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Mexico Sues U.S. Gun Manufactures Over Illegal Trafficking

Mexico Sues U.S. Gun Manufactures Over Illegal Trafficking

Brief #23 – Social Justice
By Zack Huffman

The government of Mexico is taking several US. gun companies to federal court, claiming that they have negligently allowed illegal gun trafficking to flood Mexico with firearms.

The lawsuit lists seven Massachusetts-based gun manufactures as well as a wholesale firearm distributor as defendants, and demands millions of dollars in reparations, and for the defendant companies to implement a strong monitoring system to track trafficked guns.

Many Legal Challenges to Georgia’s Restrictive Voting Law: Can They Succeed?

Many Legal Challenges to Georgia’s Restrictive Voting Law: Can They Succeed?

Brief #23 – Elections and Politics
By Zack Huffman

Attorney General Merrick Garland announced, on June 25, that the Department of Justice was suing the State of Georgia in federal court to overturn Georgia’s recently-passed voter restriction law.
The new Georgia law, which was passed by Republicans along partisan lines, creates new hurdles for voter registration and for absentee voting, while making it easier for voters to be removed from the rolls.

Criminal Charges Levied Against the Former President

Criminal Charges Levied Against the Former President

Brief #20 — Elections and Politics
By Zack Huffman
For four years, President Donald Trump was able to use his position as Commander in Chief to shield himself from legal action for alleged crimes committed both during and before his time in office. Four months out from President Joe Biden’s inauguration, Trump is starting to feel the burn of no longer having the presidential shield to protect him. 

Both Sides of the Aisle Want to Preserve the Filibuster

Both Sides of the Aisle Want to Preserve the Filibuster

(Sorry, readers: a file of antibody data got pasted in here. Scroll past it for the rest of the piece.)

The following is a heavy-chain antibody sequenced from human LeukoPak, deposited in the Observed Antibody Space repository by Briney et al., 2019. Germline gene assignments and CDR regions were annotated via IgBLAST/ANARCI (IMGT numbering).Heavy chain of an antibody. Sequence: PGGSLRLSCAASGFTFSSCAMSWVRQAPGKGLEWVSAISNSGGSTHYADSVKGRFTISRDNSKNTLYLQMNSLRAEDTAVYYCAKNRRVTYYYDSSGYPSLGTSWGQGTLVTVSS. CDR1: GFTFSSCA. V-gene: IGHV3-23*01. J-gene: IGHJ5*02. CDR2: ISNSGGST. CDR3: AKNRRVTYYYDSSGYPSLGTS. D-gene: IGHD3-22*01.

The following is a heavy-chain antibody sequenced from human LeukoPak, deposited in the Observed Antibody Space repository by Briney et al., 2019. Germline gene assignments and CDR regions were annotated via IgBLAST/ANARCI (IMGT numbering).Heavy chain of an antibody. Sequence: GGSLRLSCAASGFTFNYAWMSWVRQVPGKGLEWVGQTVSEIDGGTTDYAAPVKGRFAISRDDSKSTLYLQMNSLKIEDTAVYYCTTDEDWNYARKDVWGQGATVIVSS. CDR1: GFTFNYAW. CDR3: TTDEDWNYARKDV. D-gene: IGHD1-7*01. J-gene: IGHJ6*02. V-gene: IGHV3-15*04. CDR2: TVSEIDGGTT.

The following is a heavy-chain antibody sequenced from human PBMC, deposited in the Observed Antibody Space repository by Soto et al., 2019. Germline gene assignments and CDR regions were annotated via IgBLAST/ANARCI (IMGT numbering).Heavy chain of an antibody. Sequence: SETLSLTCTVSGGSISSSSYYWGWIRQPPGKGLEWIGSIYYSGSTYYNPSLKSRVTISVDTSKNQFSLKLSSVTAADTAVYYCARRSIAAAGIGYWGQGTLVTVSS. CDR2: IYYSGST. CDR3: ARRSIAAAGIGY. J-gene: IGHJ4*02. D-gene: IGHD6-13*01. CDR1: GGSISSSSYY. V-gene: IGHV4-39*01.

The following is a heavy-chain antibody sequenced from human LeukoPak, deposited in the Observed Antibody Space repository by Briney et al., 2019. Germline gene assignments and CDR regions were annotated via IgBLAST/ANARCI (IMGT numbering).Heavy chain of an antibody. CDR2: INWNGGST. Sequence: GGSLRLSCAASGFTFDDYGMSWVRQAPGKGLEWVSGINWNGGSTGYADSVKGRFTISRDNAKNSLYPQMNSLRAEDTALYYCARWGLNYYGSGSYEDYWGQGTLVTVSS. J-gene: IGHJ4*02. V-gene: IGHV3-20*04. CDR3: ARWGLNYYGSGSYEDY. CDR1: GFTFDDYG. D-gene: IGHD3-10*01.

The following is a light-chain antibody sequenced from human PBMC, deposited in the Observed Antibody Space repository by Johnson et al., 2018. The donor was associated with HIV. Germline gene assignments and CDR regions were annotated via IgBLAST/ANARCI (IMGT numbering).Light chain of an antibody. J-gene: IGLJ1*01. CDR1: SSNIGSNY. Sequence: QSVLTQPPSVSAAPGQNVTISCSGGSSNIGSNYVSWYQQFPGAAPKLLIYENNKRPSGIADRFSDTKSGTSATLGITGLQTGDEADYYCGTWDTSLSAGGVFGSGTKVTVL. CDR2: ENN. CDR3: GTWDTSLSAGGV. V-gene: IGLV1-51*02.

Brief #16—Elections and Politics
By Zack Huffman
The Democrats now have slight control of the 50-50 Senate with Vice President Kamala Harris’ tiebreaker vote. Much like the former time the Democrats held the Senate, there is some discussion about whether or not to remove the filibuster, which allows the minority party to block votes on bills they are fighting. The fact that the Democrats failed to move the John Lewis Civil Rights Act past a filibuster in 2020 has further compelled some legislators to favor an end to the filibuster before the GOP can block future Senate bills. The longest filibuster to date is still the one Sen. Strom Thurmond preformed in his failed attempt to block passage of the Civil Rights Act of 1957. The late Dixiecrat spoke for 24 hours and 18 minutes before the law was finally passed 72-18. Thurmond would later switch parties from Democrat to Republican in protest over the passage of the 1964 Civil Rights Act.

Supreme Court Rules in Favor of Trump on Emoluments Cases

Supreme Court Rules in Favor of Trump on Emoluments Cases

Brief #7—Social Justice
By Zack Huffman
The U.S. Supreme Court halted a pair of ongoing emoluments lawsuits against former president Donald Trump on Monday, Jan. 25, noting that the cases stopped being relevant when Trump left office. One of the lawsuits was filed days after Trump’s inauguration in 2017 by Citizens for Responsibility and Ethics in Washington. The suit claimed Trump’s vast business empire, from which he refused to divest, created numerous ways for foreign interests to buy influence over the president.

Do We Need a Domestic Terrorism Law?

Do We Need a Domestic Terrorism Law?

Brief #5—Social Justice
By Zach Huffman
President Joe Biden said that among his first priorities in office will be to pass a domestic terrorism law. Renewed interest in anti-terrorism legislation comes after frenzied attendees from President Donald Trump’s January 6 rally in Washington DC, rioted at the Capitol while Congress was confirming the electoral votes from last November’s election. The insurrectionist crowd breached the capital, with so-called protesters breaking into legislators’ offices and ransacking the building. 

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